Impact on vocabulary development

At primary level, vocabulary is perceived by teachers as being most important for social communication and emotional expression and wellbeing.

As pupils move into secondary school and on to post-16 education, teachers increasingly link the importance of good vocabulary to academic achievement and preparing for the world of work. As a result, vocabulary development is regarded as a core part of subject learning.

Research previously carried out by OUP for The Oxford Language 2020 report: Bridging the Word Gap at Transition suggests that having a word gap deficit, or a vocabulary below age-related expectations at secondary school transition, can significantly undermine their academic outcomes and future prospects, as well as their sense of wellbeing and enjoyment at school overall.

According to 3,500 UK teachers who took part in the Oxford Language report, 92 per cent believe that school closures due to the COVID-19 pandemic contributed to a widening word gap, and three quarters stated that these closures will contribute to an increase in the number of pupils with a vocabulary deficit.

The concern is not specific to the UK and one that many global educators share. According to OUP’s Addressing the Digital Divide survey, 40 per cent of educators across the world also reported that digital learning during the pandemic has somewhat or greatly worsened children’s vocabulary development.

This was especially pertinent for the most disadvantaged students, with 31 per cent of educators citing that the vocabulary of disadvantaged students has not developed as it normally would.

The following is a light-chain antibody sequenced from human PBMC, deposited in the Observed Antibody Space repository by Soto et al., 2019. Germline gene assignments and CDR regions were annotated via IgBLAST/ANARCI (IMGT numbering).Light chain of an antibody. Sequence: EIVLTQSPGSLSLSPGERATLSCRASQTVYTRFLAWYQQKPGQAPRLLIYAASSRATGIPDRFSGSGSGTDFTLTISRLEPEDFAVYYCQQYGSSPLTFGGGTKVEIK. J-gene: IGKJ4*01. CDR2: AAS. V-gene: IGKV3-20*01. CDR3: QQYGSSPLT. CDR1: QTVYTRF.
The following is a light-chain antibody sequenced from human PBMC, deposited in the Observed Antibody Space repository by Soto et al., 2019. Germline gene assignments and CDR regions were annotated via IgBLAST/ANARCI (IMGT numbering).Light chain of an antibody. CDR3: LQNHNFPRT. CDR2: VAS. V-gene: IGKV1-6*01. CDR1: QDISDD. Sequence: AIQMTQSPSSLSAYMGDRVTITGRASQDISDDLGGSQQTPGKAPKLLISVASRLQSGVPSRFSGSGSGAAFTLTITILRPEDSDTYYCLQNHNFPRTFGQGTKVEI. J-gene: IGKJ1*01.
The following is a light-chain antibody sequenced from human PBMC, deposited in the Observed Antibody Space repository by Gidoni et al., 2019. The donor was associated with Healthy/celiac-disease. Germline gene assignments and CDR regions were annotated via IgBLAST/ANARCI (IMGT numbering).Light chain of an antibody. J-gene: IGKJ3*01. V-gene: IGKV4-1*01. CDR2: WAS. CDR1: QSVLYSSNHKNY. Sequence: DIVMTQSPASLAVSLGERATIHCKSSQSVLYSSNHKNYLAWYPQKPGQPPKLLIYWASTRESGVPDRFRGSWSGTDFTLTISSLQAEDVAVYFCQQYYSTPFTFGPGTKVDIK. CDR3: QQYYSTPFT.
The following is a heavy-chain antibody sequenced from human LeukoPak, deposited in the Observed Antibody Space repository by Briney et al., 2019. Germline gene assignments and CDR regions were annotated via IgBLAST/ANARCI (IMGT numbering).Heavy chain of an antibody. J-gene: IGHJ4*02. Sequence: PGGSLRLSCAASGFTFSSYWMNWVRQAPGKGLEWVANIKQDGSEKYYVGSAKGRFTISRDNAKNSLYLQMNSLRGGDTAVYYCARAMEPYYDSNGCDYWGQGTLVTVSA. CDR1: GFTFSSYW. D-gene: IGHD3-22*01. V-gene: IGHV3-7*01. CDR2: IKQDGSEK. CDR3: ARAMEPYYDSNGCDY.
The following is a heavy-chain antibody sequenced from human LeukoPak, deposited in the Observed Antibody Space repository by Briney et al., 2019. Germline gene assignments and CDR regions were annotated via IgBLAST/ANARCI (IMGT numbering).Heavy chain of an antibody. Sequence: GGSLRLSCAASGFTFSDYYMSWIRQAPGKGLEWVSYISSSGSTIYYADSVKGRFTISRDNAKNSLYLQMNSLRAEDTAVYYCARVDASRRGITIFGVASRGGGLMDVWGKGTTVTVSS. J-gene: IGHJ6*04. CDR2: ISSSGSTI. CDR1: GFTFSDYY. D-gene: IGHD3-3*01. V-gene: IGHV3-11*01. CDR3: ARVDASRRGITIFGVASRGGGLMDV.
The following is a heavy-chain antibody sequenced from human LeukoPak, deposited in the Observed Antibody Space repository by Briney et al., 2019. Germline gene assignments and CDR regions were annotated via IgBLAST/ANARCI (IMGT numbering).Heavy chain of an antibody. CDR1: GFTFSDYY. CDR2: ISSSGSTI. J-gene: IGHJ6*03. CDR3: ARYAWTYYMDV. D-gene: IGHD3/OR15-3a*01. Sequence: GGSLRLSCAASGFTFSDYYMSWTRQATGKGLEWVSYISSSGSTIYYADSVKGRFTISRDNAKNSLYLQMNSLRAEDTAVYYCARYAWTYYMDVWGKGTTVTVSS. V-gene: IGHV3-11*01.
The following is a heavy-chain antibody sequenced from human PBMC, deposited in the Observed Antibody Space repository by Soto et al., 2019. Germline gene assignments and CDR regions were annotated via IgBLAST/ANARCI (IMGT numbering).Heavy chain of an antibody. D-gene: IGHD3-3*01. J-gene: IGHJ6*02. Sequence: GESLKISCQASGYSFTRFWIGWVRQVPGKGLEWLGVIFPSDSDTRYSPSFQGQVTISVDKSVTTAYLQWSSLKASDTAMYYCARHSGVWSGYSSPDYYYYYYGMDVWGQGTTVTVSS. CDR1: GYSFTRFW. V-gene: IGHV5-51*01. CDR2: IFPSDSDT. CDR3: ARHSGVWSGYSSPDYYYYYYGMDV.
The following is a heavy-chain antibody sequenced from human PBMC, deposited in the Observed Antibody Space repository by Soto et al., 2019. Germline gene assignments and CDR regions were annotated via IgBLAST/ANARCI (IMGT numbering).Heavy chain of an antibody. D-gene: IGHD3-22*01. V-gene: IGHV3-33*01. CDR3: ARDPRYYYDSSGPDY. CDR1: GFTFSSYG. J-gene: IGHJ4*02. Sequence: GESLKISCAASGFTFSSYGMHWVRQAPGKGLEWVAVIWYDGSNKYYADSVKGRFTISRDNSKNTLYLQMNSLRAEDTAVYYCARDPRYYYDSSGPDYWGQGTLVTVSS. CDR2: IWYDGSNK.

The majority of teachers and academics surveyed for the Oxford Language report agreed that encouraging reading for pleasure and conversation at home are both fundamental ways that parents can support their children’s vocabulary development. This was demonstrated in research from the Institute of Education (IOE), which revealed that children who read for pleasure made more progress in maths, vocabulary and spelling between the ages of 10 and 16, compared to those who rarely read.

Reading for pleasure was also found to be more important for children’s cognitive development between ages 10 and 16 than their parents’ level of education (measured by parents’ qualifications e.g. O-level, A-level).

Unfortunately, even with more time spent at home as a result of reduced learning timetables and not having to travel to and from school, more than half of the teachers surveyed by OUP believed fewer pupils spent time reading widely or for pleasure during lockdown than they would normally.